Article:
Is over-exercise driving your depression?

Elite athletes are susceptible to anxiety, depression and substance abuse.

More than 1 in 4 footballers have depression or anxiety.  According to the Professional Footballers’ Association the number of players seeking mental health support is soaring.   The Rugby Players’ Association have described mental health problems in the professional game as “a major issue”, other elite sports have been experiencing similar challenges.

There is no evidence or consensus based guidelines for diagnosis and management of mental health symptoms and disorders in elite athletes (International Olympic Committee, 2019).  In this article I highlight the biological implications of regular high intensity exercise, over-training and inflammation in regards to serotonin production. I propose potential nutritional interventions in an over-looked area in the management of mental health disorders in elite performers.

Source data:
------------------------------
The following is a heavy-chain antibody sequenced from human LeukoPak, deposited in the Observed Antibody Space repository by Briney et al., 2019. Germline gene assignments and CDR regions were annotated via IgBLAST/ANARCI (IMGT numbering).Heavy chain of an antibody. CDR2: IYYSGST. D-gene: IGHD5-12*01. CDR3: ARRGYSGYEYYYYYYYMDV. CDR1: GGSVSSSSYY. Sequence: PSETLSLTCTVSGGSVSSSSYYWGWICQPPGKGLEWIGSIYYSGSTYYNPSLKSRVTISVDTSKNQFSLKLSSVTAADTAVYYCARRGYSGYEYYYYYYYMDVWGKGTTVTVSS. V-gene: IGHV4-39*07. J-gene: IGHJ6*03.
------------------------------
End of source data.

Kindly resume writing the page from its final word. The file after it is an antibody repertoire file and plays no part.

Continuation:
It is understood that anxiety, depression, stress and issues around anger are centred around, politics, moving teams, insecurity over contracts, pressure surrounding performance and anger and isolation after retirement.  These elite athletes are also living in a fiercely competitive environment where performance can be an indicator of self-worth resulting in players feeling vulnerable and open to self-criticism and poor-self esteem.  Psychological support for mental health is as important as physiotherapy and nutritional support for an elite athlete, as a preventative and as a therapy.